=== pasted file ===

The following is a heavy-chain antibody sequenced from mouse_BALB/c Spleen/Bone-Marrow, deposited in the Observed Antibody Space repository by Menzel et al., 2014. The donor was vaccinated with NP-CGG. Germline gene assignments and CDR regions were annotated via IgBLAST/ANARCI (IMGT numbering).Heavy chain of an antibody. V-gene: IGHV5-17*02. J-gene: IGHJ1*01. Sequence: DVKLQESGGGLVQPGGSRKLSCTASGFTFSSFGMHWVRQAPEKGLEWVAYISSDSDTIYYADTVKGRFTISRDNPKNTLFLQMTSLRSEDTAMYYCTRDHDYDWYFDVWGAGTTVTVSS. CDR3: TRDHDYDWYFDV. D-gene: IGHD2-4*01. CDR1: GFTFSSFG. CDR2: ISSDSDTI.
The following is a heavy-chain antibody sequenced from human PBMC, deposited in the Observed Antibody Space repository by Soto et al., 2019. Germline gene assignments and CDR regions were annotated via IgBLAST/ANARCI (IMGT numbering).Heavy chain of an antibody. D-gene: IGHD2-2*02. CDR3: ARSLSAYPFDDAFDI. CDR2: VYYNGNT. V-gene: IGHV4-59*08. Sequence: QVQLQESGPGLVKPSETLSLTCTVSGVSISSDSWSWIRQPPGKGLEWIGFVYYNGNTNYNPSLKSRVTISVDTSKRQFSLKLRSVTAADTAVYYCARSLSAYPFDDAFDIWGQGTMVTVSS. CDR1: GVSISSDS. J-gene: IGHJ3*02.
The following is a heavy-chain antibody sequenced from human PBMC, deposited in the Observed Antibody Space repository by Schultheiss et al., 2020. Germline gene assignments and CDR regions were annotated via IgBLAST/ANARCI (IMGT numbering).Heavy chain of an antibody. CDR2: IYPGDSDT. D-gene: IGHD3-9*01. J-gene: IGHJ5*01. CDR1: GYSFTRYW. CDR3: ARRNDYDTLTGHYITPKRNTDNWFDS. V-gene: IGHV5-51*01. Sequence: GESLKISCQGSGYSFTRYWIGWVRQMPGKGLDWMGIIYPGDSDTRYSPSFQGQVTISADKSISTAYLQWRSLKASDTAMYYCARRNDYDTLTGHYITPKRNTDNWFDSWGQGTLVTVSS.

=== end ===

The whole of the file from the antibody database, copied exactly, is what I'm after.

The following is a heavy-chain antibody sequenced from mouse_BALB/c Spleen/Bone-Marrow, deposited in the Observed Antibody Space repository by Menzel et al., 2014. The donor was vaccinated with NP-CGG. Germline gene assignments and CDR regions were annotated via IgBLAST/ANARCI (IMGT numbering).Heavy chain of an antibody. V-gene: IGHV5-17*02. J-gene: IGHJ1*01. Sequence: DVKLQESGGGLVQPGGSRKLSCTASGFTFSSFGMHWVRQAPEKGLEWVAYISSDSDTIYYADTVKGRFTISRDNPKNTLFLQMTSLRSEDTAMYYCTRDHDYDWYFDVWGAGTTVTVSS. CDR3: TRDHDYDWYFDV. D-gene: IGHD2-4*01. CDR1: GFTFSSFG. CDR2: ISSDSDTI.
The following is a heavy-chain antibody sequenced from human PBMC, deposited in the Observed Antibody Space repository by Soto et al., 2019. Germline gene assignments and CDR regions were annotated via IgBLAST/ANARCI (IMGT numbering).Heavy chain of an antibody. D-gene: IGHD2-2*02. CDR3: ARSLSAYPFDDAFDI. CDR2: VYYNGNT. V-gene: IGHV4-59*08. Sequence: QVQLQESGPGLVKPSETLSLTCTVSGVSISSDSWSWIRQPPGKGLEWIGFVYYNGNTNYNPSLKSRVTISVDTSKRQFSLKLRSVTAADTAVYYCARSLSAYPFDDAFDIWGQGTMVTVSS. CDR1: GVSISSDS. J-gene: IGHJ3*02.
The following is a heavy-chain antibody sequenced from human PBMC, deposited in the Observed Antibody Space repository by Schultheiss et al., 2020. Germline gene assignments and CDR regions were annotated via IgBLAST/ANARCI (IMGT numbering).Heavy chain of an antibody. CDR2: IYPGDSDT. D-gene: IGHD3-9*01. J-gene: IGHJ5*01. CDR1: GYSFTRYW. CDR3: ARRNDYDTLTGHYITPKRNTDNWFDS. V-gene: IGHV5-51*01. Sequence: GESLKISCQGSGYSFTRYWIGWVRQMPGKGLDWMGIIYPGDSDTRYSPSFQGQVTISADKSISTAYLQWRSLKASDTAMYYCARRNDYDTLTGHYITPKRNTDNWFDSWGQGTLVTVSS.